We had recently moved to a new city, so I began to look around for a gym. I wasn’t interested in a gym that was shiny and glittery, or a gym that was tiny and filled with machines. I wanted something real. I remembered Crossfit – indeed I had been watching the main site’s WOD’s (workout of the day) for a while now, but never doing any of them. I looked up crossfit gyms in the area. There were two nearby.

Call it providence, good timing, or just flat out good luck, but I found that one had an end of the year deal going on, and additionally offered an introduction program for new initiates. This intro program was designed to acclimate an individual untrained in the sport of fitness that is offered by crossfit, as well as train them in many of the movements and lifts which would be frequently used in the WOD’s offered at the gym. After asking a few questions of the gym owner, particularly surrounding the fact that my wife was traveling fairly far outside of her comfort range, we signed up. I had a good feeling about this place, despite never having been there. I was excited.

I get whipped

The first week was the sorest that I think I have ever been. We ran, lifted little or no weight, practiced ‘double unders’ (a method of jumping rope where the rope travels under your body twice for every jump you make), box jumps, pullups, pushups, situps, deadlifts, and a myriad of other movements. I was torched. I ached everywhere. I started taking fish oil to help lubricate my joints. Glucosamine chased that, as well as a nice morning dose of ibuprofen. I am not one to take to a something half assedly, and I was feeling it. I could tell this would be a long journey.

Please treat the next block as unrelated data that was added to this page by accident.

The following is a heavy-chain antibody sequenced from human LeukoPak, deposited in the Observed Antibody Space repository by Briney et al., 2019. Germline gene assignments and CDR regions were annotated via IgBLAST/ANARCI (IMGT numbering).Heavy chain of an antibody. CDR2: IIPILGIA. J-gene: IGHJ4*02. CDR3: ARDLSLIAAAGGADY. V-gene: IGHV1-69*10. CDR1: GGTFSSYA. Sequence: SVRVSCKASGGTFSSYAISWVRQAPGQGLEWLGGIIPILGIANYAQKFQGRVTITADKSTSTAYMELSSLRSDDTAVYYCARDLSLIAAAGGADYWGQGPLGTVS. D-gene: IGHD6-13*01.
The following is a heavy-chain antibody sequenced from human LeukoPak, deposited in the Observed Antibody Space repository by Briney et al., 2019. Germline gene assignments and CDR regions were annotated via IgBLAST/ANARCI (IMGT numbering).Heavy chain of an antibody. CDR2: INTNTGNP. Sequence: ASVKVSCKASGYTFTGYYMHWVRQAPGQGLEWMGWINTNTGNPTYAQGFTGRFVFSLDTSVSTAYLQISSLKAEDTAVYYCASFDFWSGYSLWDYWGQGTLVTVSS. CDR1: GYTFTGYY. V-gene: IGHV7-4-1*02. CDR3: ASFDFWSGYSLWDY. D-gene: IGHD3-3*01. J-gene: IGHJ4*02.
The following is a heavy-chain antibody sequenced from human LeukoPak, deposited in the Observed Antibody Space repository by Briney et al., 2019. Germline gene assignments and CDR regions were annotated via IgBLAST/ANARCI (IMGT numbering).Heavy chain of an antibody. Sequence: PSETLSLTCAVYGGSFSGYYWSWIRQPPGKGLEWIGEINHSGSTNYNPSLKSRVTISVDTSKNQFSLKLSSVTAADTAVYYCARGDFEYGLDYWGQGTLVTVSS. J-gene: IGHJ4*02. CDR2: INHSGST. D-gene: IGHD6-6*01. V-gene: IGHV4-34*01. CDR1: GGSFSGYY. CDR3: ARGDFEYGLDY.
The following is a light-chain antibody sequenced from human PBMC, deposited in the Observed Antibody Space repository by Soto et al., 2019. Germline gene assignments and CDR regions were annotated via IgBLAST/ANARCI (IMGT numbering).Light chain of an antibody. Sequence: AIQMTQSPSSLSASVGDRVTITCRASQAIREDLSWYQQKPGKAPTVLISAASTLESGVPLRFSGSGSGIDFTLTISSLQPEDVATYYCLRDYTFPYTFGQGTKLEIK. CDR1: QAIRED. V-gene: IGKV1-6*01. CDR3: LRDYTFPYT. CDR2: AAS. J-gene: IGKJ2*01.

As the weeks wore on, the soreness and fatigue wore away, and successes began to mount. With the passing of time and the gaining of familiarity, I grew more comfortable and stronger, trading old non-fringe fat for new primal muscle. I traded slow, deliberate movements for speedy explosive ones. My cardiovascular system improved greatly, and I felt better than I had when I was cycling 60 miles or more per week.

An additional benefit of membership at the gym is the workshops and classes they offer. Our first week there, they were offering a class on the paleo method of eating. Sure, I thought, why not? It’ll at least be interesting. How true that statement would turn out to be.

The workshop was very interesting, and Jessica, the gym’s resident RD (registered dietician), was very frank and honest about the research she had done and about the benefits she personally had reaped from moving to this diet. I was intrigued, and – having had very little success in losing the weight I wanted to (and getting to a point where I had six pack abs), I did a little more research. Robb Wolf is one of the larger characters in this ‘paleo diet’ business, and was one of the first places Jessica referred the class to on the web (he offers free meal plans and shopping lists for the first 30 days). I started reading through this, seeing the issues it had the potential to address, and instantly thought of my dad.

My dad has been fighting with his health since before I was born. In many ways, he is a medical textbook, having suffered through a gauntlet of different and serious medical conditions. So much of what Robb Wolf claimed was like it was designed exactly for my dad. So I began to look into it even more deeply.

I began to voraciously read articles and websites about paleo, primal, natural movement, crossfit, etc. It was all very interesting and something about it really spoke to me. I decided almost immediately that I would ‘go paleo’, at least for  the 30 days, and see how things went.

9 foods to thrive on.

Cow's are goooood!

A month ago, Primal TOAD asked a simple question “If You Could Only Live on 9 Foods, What Would They Be?” The game is basically “desert island discs” but with food instead of music. I just stumbled across it, and it seems like a great exercise – something kinda fun, but at the same time, a good look at how people eat and how their preferences dictate their diet.

So, without further ado, here is my list.

1. Steelhead – Take the best salmon you’ve ever had and turn it up to 11. Yes, it’s so good that I used one of the three “This is Spinal Tap” references I have left for the year.